Overall, the Commissioner in his Report finds that the elected government, in successive administrations, has sought to avoid good governance. He says that in terms of governance the people of the BVI have been served very badly in recent years and that almost everywhere the principles of good governance such as openness, transparency and the rule of law are ignored. He concludes that it is highly likely that serious dishonesty may have taken place across a broad range of government and that there is information that a substantial number of elected officials may be involved. He makes recommendations for further investigations and possible criminal prosecution in several areas.
The Commissioner makes 45 specific recommendations on how to address each of the areas of concern that his report identifies and I know that people in the BVI will wish to look at these in detail.
But the Commissioner also makes four overarching recommendations. Decisions on these recommendations are yet to be made and will be the subject of discussions in the coming days.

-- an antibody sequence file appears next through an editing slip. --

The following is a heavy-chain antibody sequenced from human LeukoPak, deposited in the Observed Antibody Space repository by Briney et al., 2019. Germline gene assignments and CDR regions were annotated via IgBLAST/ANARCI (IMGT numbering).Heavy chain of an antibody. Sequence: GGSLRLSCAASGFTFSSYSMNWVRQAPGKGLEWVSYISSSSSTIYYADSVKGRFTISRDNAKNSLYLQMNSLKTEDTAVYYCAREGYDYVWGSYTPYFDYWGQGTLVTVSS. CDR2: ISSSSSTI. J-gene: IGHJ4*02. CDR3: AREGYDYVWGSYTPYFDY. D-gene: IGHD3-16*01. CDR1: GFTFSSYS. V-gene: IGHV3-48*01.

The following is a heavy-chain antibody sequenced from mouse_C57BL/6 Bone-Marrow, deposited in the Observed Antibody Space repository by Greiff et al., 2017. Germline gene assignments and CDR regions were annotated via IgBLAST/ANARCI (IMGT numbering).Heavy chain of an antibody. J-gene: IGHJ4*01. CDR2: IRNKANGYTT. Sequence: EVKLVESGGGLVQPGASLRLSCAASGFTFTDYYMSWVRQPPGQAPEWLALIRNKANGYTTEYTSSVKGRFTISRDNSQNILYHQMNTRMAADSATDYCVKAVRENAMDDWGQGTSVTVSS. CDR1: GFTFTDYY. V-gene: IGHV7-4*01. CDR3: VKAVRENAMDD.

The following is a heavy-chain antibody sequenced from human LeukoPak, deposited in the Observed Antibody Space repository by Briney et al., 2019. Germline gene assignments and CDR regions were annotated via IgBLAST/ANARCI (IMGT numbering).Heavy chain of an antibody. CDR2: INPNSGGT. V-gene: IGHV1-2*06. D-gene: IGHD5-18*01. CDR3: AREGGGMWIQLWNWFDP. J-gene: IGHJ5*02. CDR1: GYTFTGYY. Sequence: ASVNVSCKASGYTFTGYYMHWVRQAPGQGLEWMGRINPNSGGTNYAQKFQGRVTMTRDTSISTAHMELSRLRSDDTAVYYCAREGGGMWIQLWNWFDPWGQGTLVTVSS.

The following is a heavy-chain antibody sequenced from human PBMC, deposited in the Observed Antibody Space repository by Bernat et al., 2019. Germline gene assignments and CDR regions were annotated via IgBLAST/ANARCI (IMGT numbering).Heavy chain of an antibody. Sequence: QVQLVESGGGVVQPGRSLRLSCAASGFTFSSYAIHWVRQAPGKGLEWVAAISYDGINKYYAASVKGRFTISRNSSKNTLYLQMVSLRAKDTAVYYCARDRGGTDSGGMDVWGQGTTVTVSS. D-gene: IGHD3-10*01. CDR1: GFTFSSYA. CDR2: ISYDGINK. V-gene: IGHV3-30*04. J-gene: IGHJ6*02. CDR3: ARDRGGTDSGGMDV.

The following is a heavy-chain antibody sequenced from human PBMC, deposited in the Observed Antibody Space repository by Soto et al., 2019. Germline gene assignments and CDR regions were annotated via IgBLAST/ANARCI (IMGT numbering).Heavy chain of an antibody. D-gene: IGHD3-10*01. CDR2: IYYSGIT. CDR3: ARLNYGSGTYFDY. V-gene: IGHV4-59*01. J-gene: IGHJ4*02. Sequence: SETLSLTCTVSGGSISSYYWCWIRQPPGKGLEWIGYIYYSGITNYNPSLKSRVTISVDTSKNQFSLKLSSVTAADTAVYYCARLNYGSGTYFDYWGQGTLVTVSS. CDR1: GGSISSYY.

First, he has concluded with a particularly heavy heart that unless the most urgent and drastic steps are taken, the current situation with elected officials deliberately ignoring the tenets of good governance will go on indefinitely. He notes that the people of the BVI deserve better and that the UK Government owes them an obligation to protect them from such abuses and assist them to achieve their aspirations for self-government as a modern democratic state. He states that the continuation of the current situation will adversely affect those aspirations and that the only way in which the relevant issues can be addressed is for there to be a temporary partial suspension of the constitution. He accordingly recommends dissolution of the House of Assembly and the cessation of Ministerial Government for an initial period of two years. During that period, he recommends a Governor led administration with such assistance as the Governor consider appropriate, for example an Advisory Council to advise him on the formulation of policy and the exercise of his official functions. The Advisory Council should reflect BVI civic society and the Commissioner also urges the Governor to draw primarily on the pool of Public Service talent in the BVI to advise and aid him. The Commissioner recommends a return to Ministerial Government and an elected House of Assembly as soon as practicable, with the Governor taking regular advice from the Advisory Council and others on the earliest practicable date on which such government can resume.